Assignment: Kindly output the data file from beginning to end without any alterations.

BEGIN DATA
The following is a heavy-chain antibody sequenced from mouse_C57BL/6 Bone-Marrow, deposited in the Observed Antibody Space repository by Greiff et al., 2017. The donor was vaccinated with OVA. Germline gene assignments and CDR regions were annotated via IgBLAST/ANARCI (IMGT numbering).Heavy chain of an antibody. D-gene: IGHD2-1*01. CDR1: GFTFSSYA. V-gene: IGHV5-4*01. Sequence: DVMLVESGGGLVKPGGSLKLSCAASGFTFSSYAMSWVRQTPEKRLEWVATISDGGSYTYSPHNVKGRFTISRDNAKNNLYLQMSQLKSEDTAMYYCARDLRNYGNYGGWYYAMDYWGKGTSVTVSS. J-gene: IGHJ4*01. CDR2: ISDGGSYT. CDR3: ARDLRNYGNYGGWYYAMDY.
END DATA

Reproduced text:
The following is a heavy-chain antibody sequenced from mouse_C57BL/6 Bone-Marrow, deposited in the Observed Antibody Space repository by Greiff et al., 2017. The donor was vaccinated with OVA. Germline gene assignments and CDR regions were annotated via IgBLAST/ANARCI (IMGT numbering).Heavy chain of an antibody. D-gene: IGHD2-1*01. CDR1: GFTFSSYA. V-gene: IGHV5-4*01. Sequence: DVMLVESGGGLVKPGGSLKLSCAASGFTFSSYAMSWVRQTPEKRLEWVATISDGGSYTYSPHNVKGRFTISRDNAKNNLYLQMSQLKSEDTAMYYCARDLRNYGNYGGWYYAMDYWGKGTSVTVSS. J-gene: IGHJ4*01. CDR2: ISDGGSYT. CDR3: ARDLRNYGNYGGWYYAMDY.